Dean's Letter Toldos

Rabbi Gidon Goldberg's picture

Dear Parents,


“The children struggled within her, and she said, ‘If so, why am I thus?’ And she went to inquire of Hashem.” (Bereishis 25:22)

The children struggled within her: When she passed by the entrances of Torah academies of Shem and Ever, Yaakov would run and struggle to come out; when she passed the entrance of a temple of idolatry, Eisov would run and struggle to come out. Another explanation: They were struggling with each other and quarreling about the inheritance of the two worlds. – Rashi

One could easily argue that Eisov was placed in a disadvantageous position in life. He had a prenatal disposition for idolatry. Later he was born ruddy, an indication that his tendency was to spill blood. The poor guy! Why in the world should he be judged and titled as a rasha, wicked?! This was who and what he was! This was not the result of his free-willed choosing.

Then, on the other end of the spectrum, the same question can be asked. How can Yaakov be crowned a tzaddik? He too had a prenatal disposition, but his innate drive was to learn Torah. So how can he be rewarded as a tzaddik? It was not his doing! He was born intrinsically excellent.

Rabbi Label Lam, who shared this essay, presented this question to Rabbi Ezriel Tauber z”tl many years ago, who explained as follows:

There are two general ingredients that make a person into what he is. One is nature and the other is nurture. Sometimes a person is born with a difficult nature, but he must counterbalance that with a warm, loving, and nurturing environment. Sometimes a person with a very good nature has a rugged and challenging environment.

Eisov had terrible tendencies – but look at the quality of the people who surrounded him. His grandfather was Avrohom Avinu. If we would see Avrohom Avinu for one split second, our lives would never be the same. Take any hundred rebbes and put them together and then multiply their holiness by a million – maybe, maybe we would have a sense of who Avrohom might have been. Then Eisov had a father, Yitzchok Avinu, and a brother, Yaakov Avinu. His mother was one of the four great Imohos, Matriarchs, that we bless our daughters to be like every Friday night. Eisov grew up in the midst of the greatest of the greatest people who have ever walked the planet. Yet his heart remained cold and distant.

One of the major challenges that our parents and students have this year is living during a pandemic in which they are forced to wear masks all day, limit playdates, and even limit their normal travel to extended family and friends. The government and schools place stringent limits on recess, gym, and snack times to ensure their safety. How can we expect our children to succeed in the face of such difficult challenges?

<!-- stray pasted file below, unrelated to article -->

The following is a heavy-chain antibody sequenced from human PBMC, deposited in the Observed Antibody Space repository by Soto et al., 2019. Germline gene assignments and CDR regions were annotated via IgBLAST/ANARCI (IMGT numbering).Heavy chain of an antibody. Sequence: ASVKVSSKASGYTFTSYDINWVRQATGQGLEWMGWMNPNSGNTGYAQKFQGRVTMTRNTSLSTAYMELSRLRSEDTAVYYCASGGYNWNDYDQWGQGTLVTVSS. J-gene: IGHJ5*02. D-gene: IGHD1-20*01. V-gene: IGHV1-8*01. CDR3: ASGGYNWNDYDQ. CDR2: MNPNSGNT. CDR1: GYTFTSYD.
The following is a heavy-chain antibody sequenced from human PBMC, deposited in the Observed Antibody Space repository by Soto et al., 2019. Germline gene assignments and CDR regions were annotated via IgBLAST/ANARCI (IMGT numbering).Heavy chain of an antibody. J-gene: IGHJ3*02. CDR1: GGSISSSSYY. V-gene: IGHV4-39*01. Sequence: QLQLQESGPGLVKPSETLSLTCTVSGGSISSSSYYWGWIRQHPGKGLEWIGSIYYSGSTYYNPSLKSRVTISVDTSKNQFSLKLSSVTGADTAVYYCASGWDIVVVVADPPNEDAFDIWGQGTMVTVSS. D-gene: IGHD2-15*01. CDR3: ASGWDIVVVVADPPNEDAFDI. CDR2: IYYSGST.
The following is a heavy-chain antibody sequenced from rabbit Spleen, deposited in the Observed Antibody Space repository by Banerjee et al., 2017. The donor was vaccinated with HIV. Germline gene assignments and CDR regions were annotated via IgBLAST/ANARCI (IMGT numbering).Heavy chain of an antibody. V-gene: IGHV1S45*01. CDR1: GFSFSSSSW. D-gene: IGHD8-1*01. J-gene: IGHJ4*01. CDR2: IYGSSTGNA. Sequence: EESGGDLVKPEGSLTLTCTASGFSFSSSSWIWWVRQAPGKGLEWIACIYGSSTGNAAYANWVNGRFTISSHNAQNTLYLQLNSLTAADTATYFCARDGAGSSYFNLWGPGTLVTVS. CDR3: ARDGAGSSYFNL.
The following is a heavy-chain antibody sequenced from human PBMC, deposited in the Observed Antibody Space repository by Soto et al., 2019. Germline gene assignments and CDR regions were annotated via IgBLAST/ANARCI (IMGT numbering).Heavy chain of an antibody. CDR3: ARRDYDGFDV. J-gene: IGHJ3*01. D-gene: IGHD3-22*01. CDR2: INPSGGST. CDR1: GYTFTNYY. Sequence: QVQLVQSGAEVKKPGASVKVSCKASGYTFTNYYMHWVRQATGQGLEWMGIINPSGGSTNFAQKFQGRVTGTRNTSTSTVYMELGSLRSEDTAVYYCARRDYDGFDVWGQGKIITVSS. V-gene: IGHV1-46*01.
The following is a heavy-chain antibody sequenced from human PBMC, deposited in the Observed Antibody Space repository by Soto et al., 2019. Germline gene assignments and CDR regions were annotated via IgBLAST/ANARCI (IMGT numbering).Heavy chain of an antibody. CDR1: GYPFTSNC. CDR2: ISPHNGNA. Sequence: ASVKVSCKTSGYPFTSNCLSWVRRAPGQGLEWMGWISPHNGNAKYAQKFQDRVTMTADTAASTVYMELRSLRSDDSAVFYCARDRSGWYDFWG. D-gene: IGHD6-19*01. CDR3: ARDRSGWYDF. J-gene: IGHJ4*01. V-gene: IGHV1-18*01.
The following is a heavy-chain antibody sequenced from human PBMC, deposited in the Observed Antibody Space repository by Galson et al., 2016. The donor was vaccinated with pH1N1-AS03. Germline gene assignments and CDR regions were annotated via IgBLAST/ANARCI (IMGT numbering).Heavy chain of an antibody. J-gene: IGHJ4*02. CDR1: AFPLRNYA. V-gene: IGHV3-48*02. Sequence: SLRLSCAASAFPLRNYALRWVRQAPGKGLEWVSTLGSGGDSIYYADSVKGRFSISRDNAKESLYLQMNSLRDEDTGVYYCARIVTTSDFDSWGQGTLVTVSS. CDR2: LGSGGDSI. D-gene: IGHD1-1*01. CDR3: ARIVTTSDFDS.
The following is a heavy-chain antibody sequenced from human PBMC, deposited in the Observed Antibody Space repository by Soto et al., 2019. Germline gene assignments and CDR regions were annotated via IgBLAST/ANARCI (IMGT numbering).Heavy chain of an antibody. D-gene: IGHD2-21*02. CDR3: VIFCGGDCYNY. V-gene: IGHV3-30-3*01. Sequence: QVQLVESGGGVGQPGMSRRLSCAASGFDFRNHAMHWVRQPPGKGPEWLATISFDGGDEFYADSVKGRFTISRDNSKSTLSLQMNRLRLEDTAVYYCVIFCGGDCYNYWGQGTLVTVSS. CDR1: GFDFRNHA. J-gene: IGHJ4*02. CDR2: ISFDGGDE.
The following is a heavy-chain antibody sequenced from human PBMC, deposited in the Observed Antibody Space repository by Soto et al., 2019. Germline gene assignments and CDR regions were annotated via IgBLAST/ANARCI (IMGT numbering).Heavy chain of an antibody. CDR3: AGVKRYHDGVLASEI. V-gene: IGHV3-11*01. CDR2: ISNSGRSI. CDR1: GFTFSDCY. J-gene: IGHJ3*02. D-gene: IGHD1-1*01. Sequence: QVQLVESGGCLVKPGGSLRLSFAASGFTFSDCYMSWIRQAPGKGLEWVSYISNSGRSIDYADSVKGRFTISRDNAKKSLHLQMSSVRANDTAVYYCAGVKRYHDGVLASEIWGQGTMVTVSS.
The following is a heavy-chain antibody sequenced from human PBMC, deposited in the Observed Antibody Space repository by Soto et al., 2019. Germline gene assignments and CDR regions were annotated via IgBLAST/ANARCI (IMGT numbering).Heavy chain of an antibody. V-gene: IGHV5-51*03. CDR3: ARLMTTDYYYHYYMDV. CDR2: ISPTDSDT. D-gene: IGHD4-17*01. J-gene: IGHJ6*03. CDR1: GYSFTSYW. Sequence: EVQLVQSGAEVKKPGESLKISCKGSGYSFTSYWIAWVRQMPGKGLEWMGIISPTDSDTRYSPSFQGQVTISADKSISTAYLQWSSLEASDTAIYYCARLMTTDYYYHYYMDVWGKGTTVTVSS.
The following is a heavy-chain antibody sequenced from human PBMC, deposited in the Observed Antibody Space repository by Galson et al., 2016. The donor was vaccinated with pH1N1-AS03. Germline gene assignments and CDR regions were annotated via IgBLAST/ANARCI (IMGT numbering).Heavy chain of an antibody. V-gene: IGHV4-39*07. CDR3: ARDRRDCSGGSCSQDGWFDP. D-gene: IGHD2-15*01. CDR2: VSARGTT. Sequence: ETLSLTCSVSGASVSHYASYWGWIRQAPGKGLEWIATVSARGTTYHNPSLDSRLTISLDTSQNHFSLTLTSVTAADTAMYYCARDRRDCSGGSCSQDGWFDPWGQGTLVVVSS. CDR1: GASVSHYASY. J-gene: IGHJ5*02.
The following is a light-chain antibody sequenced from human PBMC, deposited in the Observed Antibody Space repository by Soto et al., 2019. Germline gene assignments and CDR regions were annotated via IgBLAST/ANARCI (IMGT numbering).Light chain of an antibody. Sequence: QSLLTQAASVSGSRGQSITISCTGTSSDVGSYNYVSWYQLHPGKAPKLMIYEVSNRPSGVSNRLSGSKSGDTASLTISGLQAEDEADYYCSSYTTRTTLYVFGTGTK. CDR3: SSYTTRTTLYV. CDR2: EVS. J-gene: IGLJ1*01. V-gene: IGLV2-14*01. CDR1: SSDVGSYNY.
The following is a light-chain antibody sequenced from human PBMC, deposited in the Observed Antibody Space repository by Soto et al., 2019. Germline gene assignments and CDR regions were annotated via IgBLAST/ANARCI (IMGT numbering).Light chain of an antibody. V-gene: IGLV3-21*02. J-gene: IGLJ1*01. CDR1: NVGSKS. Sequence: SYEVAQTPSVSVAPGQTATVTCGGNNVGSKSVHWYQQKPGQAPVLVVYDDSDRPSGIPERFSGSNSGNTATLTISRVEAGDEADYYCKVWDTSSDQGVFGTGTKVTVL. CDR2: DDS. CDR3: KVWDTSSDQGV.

Sefer Bereishis is the best place to start as we learn from our Avos Hakedoshim how to handle challenges. I have personally found that the fact that I belong to various administrative list serves, have a strong leadership group in school, and local rabbinic support, as well as local resources within the Alliance, has helped me to channel personal COVID challenges in a productive manner.

It is for this reason that the school places a strong value on chevrah, rebbeim, and teachers and keeping the school fully open so that the cure is not worse than the punishment.

We do see that after all is said and done we are required to have self-regulation and to make good choices. I often share with my students my ten magic two-letter words:

If it is to be it is up to me.

Challenges are a part of life, but we create a support system and rise to the challenges and make good choices from which we reap tremendous benefits.

The heroic efforts of our parents, teachers, and staff all working together will allow us all to hopefully succeed even with the extreme challenges of COVID.

Please see my special request in the newsletter for your help toward the annual SUPER SUNDAY campaign.

Good Shabbos,
Rabbi Peretz Scheinerman